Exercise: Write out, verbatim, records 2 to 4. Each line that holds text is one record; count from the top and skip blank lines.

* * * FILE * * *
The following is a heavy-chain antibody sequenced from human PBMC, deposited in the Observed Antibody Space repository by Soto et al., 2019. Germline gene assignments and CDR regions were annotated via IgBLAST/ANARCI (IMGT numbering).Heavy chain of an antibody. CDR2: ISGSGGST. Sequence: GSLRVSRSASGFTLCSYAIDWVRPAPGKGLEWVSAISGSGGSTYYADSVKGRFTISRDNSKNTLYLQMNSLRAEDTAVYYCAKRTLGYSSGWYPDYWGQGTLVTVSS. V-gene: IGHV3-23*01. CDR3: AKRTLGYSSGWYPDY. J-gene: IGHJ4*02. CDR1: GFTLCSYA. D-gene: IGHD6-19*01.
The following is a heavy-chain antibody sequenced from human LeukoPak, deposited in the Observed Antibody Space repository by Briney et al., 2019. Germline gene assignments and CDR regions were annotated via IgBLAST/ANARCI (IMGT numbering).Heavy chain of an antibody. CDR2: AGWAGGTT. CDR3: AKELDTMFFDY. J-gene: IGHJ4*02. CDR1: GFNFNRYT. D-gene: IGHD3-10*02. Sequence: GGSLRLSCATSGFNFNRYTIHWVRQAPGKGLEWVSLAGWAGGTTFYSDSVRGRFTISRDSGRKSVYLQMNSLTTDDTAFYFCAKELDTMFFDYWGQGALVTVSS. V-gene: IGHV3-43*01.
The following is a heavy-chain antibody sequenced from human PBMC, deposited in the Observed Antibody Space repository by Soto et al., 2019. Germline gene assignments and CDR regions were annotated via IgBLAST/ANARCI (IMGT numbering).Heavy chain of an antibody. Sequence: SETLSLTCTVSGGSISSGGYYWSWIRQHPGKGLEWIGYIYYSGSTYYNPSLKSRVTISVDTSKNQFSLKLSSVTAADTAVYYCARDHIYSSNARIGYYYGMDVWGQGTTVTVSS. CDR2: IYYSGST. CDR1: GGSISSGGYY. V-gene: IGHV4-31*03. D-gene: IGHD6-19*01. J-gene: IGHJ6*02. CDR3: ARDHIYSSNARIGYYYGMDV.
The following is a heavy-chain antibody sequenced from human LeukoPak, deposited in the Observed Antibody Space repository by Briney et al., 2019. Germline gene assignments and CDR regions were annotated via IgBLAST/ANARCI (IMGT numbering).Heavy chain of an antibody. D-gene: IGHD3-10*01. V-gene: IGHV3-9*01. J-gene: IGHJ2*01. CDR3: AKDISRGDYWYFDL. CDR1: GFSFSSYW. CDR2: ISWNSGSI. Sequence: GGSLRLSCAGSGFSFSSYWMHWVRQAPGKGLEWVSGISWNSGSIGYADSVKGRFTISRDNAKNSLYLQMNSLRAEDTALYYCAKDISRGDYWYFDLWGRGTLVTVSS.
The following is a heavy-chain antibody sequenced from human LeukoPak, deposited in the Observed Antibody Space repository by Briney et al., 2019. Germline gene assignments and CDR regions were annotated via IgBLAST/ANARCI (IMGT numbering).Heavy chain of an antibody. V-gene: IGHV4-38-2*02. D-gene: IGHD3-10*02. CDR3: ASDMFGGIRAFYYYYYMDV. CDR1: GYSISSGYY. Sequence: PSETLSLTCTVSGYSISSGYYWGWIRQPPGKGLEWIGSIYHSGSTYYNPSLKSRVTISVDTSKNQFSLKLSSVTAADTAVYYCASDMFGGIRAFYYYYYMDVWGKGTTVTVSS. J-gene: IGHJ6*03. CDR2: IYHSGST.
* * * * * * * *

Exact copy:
The following is a heavy-chain antibody sequenced from human LeukoPak, deposited in the Observed Antibody Space repository by Briney et al., 2019. Germline gene assignments and CDR regions were annotated via IgBLAST/ANARCI (IMGT numbering).Heavy chain of an antibody. CDR2: AGWAGGTT. CDR3: AKELDTMFFDY. J-gene: IGHJ4*02. CDR1: GFNFNRYT. D-gene: IGHD3-10*02. Sequence: GGSLRLSCATSGFNFNRYTIHWVRQAPGKGLEWVSLAGWAGGTTFYSDSVRGRFTISRDSGRKSVYLQMNSLTTDDTAFYFCAKELDTMFFDYWGQGALVTVSS. V-gene: IGHV3-43*01.
The following is a heavy-chain antibody sequenced from human PBMC, deposited in the Observed Antibody Space repository by Soto et al., 2019. Germline gene assignments and CDR regions were annotated via IgBLAST/ANARCI (IMGT numbering).Heavy chain of an antibody. Sequence: SETLSLTCTVSGGSISSGGYYWSWIRQHPGKGLEWIGYIYYSGSTYYNPSLKSRVTISVDTSKNQFSLKLSSVTAADTAVYYCARDHIYSSNARIGYYYGMDVWGQGTTVTVSS. CDR2: IYYSGST. CDR1: GGSISSGGYY. V-gene: IGHV4-31*03. D-gene: IGHD6-19*01. J-gene: IGHJ6*02. CDR3: ARDHIYSSNARIGYYYGMDV.
The following is a heavy-chain antibody sequenced from human LeukoPak, deposited in the Observed Antibody Space repository by Briney et al., 2019. Germline gene assignments and CDR regions were annotated via IgBLAST/ANARCI (IMGT numbering).Heavy chain of an antibody. D-gene: IGHD3-10*01. V-gene: IGHV3-9*01. J-gene: IGHJ2*01. CDR3: AKDISRGDYWYFDL. CDR1: GFSFSSYW. CDR2: ISWNSGSI. Sequence: GGSLRLSCAGSGFSFSSYWMHWVRQAPGKGLEWVSGISWNSGSIGYADSVKGRFTISRDNAKNSLYLQMNSLRAEDTALYYCAKDISRGDYWYFDLWGRGTLVTVSS.